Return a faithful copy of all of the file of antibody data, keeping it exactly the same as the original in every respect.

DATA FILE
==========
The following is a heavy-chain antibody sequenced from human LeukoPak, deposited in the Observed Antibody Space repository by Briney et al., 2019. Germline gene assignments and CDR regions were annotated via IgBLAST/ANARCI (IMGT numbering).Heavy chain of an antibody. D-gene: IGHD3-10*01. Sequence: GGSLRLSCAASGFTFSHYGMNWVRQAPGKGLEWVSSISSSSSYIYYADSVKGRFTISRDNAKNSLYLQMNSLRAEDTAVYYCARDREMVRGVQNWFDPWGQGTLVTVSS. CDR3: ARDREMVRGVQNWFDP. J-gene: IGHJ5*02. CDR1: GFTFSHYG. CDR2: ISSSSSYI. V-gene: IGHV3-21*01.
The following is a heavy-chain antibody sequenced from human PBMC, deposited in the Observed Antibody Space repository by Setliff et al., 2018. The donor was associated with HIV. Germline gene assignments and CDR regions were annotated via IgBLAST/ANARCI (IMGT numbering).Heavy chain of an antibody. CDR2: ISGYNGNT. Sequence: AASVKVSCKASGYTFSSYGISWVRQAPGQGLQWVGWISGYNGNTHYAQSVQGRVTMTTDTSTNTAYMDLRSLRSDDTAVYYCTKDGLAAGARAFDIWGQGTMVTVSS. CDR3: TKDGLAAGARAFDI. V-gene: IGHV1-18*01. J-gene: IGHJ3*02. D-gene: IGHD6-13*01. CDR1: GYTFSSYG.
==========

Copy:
The following is a heavy-chain antibody sequenced from human LeukoPak, deposited in the Observed Antibody Space repository by Briney et al., 2019. Germline gene assignments and CDR regions were annotated via IgBLAST/ANARCI (IMGT numbering).Heavy chain of an antibody. D-gene: IGHD3-10*01. Sequence: GGSLRLSCAASGFTFSHYGMNWVRQAPGKGLEWVSSISSSSSYIYYADSVKGRFTISRDNAKNSLYLQMNSLRAEDTAVYYCARDREMVRGVQNWFDPWGQGTLVTVSS. CDR3: ARDREMVRGVQNWFDP. J-gene: IGHJ5*02. CDR1: GFTFSHYG. CDR2: ISSSSSYI. V-gene: IGHV3-21*01.
The following is a heavy-chain antibody sequenced from human PBMC, deposited in the Observed Antibody Space repository by Setliff et al., 2018. The donor was associated with HIV. Germline gene assignments and CDR regions were annotated via IgBLAST/ANARCI (IMGT numbering).Heavy chain of an antibody. CDR2: ISGYNGNT. Sequence: AASVKVSCKASGYTFSSYGISWVRQAPGQGLQWVGWISGYNGNTHYAQSVQGRVTMTTDTSTNTAYMDLRSLRSDDTAVYYCTKDGLAAGARAFDIWGQGTMVTVSS. CDR3: TKDGLAAGARAFDI. V-gene: IGHV1-18*01. J-gene: IGHJ3*02. D-gene: IGHD6-13*01. CDR1: GYTFSSYG.